Then you take out something else. Your Granny could never eat onions (gave her terrible wind - the stuff of family legends) so you take them out of your diet.
Once again - nothing spectacular happens. The bloating persists.
Although … maybe it’s not quite so bad.
At this point you think you're loosing the plot as you can't decide if you're getting better or not.
But you’re still getting bloated so you reintroduce onions and try taking out something else instead.
As time goes on your frustration grows - just like your belly. You wonder if it will ever be possible to stop bloating. You would love to find the ‘one thing’ that’s causing it.
Wouldn’t that be wonderful?
Once you learn that it’s not just ‘one thing’ that’s responsible for bloating and IBS you can take a different approach. You can learn about the possible triggers. Become aware of your own unique combination … and learn the easy ways to avoid them.
And when you do. You’ll be delighted by the results. You may even discover that changes CAN happen quickly. In fact, some people, once they know what to do, and what not to do, can experience what might seem like miraculous changes in no time at all.
What can you take away from this?
What can I teach you -
Well, firstly, bloating and Irritable Bowel Syndrome are rarely caused by ‘one thing’ so it’s best to be aware of that from the outset, and be prepared to make a number changes.
Secondly, in order to conquer bloating and IBS, you need to establish what’s causing them first. Only then can you take steps to do something to restore the balance - or at least to swing the balance in your favour.
But once you do?
Well ... it can seem as if miracles do happen!
To go back to our friend Sarah, it turned out that, for her, wheat and milk weren’t the only issues.
Sarah also had to make a number of other changes. But not just dietary changes. Sarah had to make some simple changes to the WAY that she was eating too.
Rushing her lunch at her desk, as she chatted on the phone between mouthfuls, was a habit Sarah was guilty of. She had to cut down on caffeine, keep herself well hydrated and ditch the chewing gum. She found this difficult to begin with.
There's no doubt that it can be challenging to change habits.
But there will be habits that yo have today that you didn't have 5, 10, or 15 years ago so you do have the ability to develop new habits.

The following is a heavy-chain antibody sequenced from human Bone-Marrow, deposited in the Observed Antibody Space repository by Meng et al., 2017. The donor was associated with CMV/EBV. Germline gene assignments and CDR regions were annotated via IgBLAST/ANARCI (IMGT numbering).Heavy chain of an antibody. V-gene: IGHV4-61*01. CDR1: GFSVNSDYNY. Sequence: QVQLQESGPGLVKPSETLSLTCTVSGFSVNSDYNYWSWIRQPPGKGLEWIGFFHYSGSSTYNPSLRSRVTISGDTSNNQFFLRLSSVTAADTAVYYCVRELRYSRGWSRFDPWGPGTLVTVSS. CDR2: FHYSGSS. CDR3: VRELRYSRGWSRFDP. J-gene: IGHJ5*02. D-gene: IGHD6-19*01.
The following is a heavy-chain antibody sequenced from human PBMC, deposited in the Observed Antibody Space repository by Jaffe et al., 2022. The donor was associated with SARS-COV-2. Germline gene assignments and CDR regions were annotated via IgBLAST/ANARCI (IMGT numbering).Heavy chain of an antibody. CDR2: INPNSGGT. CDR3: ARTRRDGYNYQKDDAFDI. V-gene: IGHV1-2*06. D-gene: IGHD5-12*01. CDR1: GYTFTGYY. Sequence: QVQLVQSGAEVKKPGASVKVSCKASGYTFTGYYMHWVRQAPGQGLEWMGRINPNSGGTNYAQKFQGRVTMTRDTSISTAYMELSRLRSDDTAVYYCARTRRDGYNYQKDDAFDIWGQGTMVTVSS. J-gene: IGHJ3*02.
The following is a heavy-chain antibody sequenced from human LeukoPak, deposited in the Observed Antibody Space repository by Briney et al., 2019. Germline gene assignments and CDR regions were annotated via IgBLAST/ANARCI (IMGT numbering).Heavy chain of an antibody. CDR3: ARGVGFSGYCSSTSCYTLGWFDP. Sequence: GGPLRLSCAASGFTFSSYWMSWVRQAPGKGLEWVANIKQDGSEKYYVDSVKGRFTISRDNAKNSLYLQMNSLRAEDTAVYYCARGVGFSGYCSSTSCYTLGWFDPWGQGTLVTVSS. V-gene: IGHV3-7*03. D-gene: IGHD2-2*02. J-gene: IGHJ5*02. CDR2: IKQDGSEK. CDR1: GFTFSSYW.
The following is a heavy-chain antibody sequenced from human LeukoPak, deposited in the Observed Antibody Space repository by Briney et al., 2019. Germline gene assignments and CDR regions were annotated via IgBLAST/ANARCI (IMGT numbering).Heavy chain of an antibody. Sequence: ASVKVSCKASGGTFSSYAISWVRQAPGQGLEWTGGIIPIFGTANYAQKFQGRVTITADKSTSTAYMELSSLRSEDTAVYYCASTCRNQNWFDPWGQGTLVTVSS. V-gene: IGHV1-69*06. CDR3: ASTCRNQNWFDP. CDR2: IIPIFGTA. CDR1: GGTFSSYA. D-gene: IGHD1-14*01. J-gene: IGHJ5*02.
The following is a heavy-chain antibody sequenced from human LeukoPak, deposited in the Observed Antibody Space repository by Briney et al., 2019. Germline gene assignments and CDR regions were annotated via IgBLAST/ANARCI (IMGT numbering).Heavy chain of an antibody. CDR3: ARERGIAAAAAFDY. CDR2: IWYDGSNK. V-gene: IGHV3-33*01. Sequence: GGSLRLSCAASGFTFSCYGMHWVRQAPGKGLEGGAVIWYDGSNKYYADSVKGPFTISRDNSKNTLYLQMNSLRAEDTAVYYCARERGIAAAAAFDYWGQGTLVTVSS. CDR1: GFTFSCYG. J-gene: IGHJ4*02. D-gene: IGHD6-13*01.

And when the pain of ‘doing’ something becomes greater than the pain of ‘not doing’ it - it can be a no-brainer to make the change.
Sarah was so fed up with the bloating, the wind, the constipation, the diarrhoea, and the general embarrassment of it all, that she was ‘willing to try anything!’
Once Sarah realised that her habit of eating quickly was a major contributing factor to her digestive problems.
She learned to slow down. And when she did, her new mindful way of eating, combined with the other changes that she made, worked like a charm.
Sarah felt SO much better.
The bloating stopped.
Going to the bathroom was no longer a problem. And she was able to go through each day forgetting about her belly - feeling light, comfortable and pain-free.
But best of all?
She didn’t have to spend her evenings like a beached whale in sweat-pants!
You may be looking for the ONE thing that will end your bowel problems.
But good (or bad) gut health is never the result of ONE thing.
Your bowel is affected by a wide range of inter-linking factors: diet, stress, hydration, exercise, sensitivities, low digestive enzymes, vitamin and mineral deficiencies, low bowel flora, infections, how you eat, when you eat, what you eat ... I could go on!
If you've been diagnosed with Irritable Bowel Syndrome or are struggling with bloating, constipation, diarrhoea or wind then the first step towards having a good healthy digestive tract is to be aware that there are many things that could be affecting you.
So stop looking for the 'one thing' because it's rarely 'one thing' that's the cause.
Keep an open mind and be willing to make some changes.
Be prepared to eat differently, think differently, take time to support your digestive system, keep well-hydrated and learn ways to relax.
And I would also recommend having a Food Intolerance Test carried out as there is likely to be something in your diet that your body would do better without!